Memorial of Saint Therese of the Child Jesus, Virgin and Doctor of the Church
Father Edward McIlmail, LC
Luke 9: 46-50
An argument arose among the disciples about which of them was the greatest. Jesus realized the intention of their hearts and took a child and placed it by his side and said to them, “Whoever receives this child in my name receives me, and whoever receives me receives the one who sent me. For the one who is least among all of you is the one who is the greatest.” Then John said in reply, “Master, we saw someone casting out demons in your name and we tried to prevent him because he does not follow in our company.” Jesus said to him, “Do not prevent him, for whoever is not against you is for you.”
Introductory Prayer: In you, Lord, I find all my joy and happiness. How could I offend you by chasing after fleeting success and lifeless trophies? I believe in you because you are truth itself. I hope in you because you are faithful to your promises. I love you because you have loved me first. I am a sinner; nevertheless, you have given me so many blessings. I humbly thank you.
Petition: Holy Spirit, teach me to see myself as the least of all, as one called to serve all.
- Me-first Syndrome: Listening wasn’t the disciples’ strong suit. How could it be? If they had truly paid attention to the Master, they should have known that the Good News wasn’t about striving for prestige and recognition. It was about humility and service. We can only wonder why Jesus’ words didn’t sink in for his disciples. Yet, are we much better? We hear or read the same Gospel passages year after year, yet we still fall into sins of pride. We might think ourselves better or smarter or holier than the rest. But how does Christ see us?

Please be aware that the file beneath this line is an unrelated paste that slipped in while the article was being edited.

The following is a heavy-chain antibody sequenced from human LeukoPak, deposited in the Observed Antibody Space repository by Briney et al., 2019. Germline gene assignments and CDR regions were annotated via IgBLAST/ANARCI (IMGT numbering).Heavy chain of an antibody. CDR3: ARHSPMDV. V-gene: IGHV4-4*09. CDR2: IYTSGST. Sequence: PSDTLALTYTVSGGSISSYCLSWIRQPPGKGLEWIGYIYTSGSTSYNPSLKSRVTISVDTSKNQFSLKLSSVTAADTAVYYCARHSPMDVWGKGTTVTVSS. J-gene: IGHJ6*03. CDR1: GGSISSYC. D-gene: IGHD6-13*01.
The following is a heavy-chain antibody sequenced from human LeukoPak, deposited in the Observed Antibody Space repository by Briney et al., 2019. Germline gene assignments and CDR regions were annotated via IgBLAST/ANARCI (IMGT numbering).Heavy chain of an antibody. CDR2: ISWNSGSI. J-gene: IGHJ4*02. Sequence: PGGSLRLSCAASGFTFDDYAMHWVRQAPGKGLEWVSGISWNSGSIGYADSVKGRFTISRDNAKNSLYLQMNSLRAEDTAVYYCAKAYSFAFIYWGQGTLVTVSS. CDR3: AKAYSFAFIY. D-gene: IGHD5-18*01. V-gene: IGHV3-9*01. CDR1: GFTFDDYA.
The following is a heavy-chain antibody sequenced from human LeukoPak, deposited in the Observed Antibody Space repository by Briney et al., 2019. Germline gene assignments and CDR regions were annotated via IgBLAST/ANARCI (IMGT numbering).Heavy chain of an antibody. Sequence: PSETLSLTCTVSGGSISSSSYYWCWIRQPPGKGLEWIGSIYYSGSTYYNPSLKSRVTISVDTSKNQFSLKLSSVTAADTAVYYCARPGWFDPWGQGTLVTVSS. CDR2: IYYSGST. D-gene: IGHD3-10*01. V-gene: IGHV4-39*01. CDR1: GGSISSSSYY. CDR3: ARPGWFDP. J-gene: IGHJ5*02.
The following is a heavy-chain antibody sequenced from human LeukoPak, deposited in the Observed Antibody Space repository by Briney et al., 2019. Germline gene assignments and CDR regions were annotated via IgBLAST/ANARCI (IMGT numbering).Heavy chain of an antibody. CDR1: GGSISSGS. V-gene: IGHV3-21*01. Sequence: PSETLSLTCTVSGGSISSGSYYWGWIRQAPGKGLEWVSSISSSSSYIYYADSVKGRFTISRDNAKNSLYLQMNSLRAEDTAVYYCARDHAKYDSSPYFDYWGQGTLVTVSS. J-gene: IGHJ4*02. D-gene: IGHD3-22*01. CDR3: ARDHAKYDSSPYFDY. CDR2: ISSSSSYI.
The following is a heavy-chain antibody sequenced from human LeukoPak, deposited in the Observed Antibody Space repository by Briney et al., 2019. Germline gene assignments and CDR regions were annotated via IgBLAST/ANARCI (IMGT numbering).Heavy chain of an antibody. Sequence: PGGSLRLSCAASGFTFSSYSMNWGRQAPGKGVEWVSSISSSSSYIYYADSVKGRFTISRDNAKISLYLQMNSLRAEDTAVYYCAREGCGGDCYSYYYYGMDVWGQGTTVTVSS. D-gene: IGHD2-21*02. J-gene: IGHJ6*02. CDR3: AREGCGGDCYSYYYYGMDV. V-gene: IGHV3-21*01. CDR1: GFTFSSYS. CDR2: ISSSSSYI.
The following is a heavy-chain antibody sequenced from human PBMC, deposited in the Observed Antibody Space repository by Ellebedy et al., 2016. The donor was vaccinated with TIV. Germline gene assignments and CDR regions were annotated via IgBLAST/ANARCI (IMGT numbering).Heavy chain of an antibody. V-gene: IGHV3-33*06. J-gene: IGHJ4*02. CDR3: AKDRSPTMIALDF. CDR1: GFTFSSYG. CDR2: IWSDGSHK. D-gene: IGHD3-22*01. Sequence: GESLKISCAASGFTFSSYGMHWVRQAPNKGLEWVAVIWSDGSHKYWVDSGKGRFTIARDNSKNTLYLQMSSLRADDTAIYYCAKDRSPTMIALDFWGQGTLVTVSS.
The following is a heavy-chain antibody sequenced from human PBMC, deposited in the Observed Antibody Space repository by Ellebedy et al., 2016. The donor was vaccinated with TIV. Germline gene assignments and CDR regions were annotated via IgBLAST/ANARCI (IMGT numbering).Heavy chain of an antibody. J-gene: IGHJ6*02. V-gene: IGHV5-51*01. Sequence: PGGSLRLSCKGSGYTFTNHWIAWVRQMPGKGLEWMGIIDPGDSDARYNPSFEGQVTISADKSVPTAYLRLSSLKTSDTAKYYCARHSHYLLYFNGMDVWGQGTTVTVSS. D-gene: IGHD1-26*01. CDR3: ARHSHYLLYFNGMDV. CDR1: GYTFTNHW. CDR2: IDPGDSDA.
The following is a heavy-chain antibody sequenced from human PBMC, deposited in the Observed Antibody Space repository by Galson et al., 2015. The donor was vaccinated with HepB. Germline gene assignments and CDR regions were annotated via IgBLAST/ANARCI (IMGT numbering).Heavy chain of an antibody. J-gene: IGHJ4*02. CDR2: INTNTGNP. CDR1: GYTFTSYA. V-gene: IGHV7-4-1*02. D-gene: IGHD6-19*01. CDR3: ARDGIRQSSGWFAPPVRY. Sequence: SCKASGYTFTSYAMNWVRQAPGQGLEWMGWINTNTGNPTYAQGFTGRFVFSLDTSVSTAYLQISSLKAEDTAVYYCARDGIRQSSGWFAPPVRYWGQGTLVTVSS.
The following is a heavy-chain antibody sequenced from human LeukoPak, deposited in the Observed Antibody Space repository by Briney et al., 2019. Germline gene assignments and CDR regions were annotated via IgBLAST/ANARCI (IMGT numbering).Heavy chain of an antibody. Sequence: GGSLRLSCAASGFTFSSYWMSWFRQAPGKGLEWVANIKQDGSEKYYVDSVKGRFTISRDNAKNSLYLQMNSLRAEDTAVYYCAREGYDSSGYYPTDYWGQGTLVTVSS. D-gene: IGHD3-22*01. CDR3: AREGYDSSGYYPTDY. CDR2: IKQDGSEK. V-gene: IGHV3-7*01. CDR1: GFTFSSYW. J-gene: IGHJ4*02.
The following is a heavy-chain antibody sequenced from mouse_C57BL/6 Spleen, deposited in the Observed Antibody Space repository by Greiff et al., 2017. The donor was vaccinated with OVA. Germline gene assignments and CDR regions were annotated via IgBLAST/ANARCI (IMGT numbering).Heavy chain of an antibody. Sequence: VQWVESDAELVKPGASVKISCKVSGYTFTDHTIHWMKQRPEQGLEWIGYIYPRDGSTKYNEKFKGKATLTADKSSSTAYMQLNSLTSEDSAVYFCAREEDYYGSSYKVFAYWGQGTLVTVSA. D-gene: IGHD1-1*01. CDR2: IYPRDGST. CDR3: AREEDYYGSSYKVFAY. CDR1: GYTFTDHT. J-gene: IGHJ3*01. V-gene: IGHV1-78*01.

- The Corrupter: Jesus explains in what greatness consists: the acceptance of the weakest and most defenseless, in his name. This requires a humble heart. God gives us certain powers that he hopes will be used for good purposes. The history of mankind seethes with tales of people exploiting one another at every opportunity. Examples abound: ethnic groups that exploit minorities, employers who take advantage of poor immigrants, the road-rager who cuts off people in traffic. “Power corrupts,” says the ancient adage. Indeed, it does. How do I treat the people over whom I have authority? Am I like a dictator? Do I always want to show them “who’s the boss”? Or is my attitude one of service?
- Zealously Jealous: John explains that he and the other disciples tried to stop someone who was doing good in Jesus’ name. The person’s crime was that he didn’t follow “in our company.” Christians have derailed more than a few good works over the centuries because they thought themselves appointed by God to police the Church. The Holy Spirit raises up all kinds of new works which need to be serenely discerned, not systematically squelched simply because they are new. “By their fruits you will know them,” Jesus says (see Matthew 7:16). The lesson Our Lord wants to give is: Don’t be so quick to judge others’ motives. Give them the benefit of the doubt and wait to see what their work produces. Is there anyone I’m keeping from doing good?
Conversation with Christ: Give me the grace to see people and actions through your eyes. Let me bring my standards in line with yours. Let me learn to look at a person’s heart rather than his appearance. And above all, give me the wisdom never to stand in the way of people doing good for your Church.
Resolution: I will do an act of charity for the pro-life movement or for a children’s group.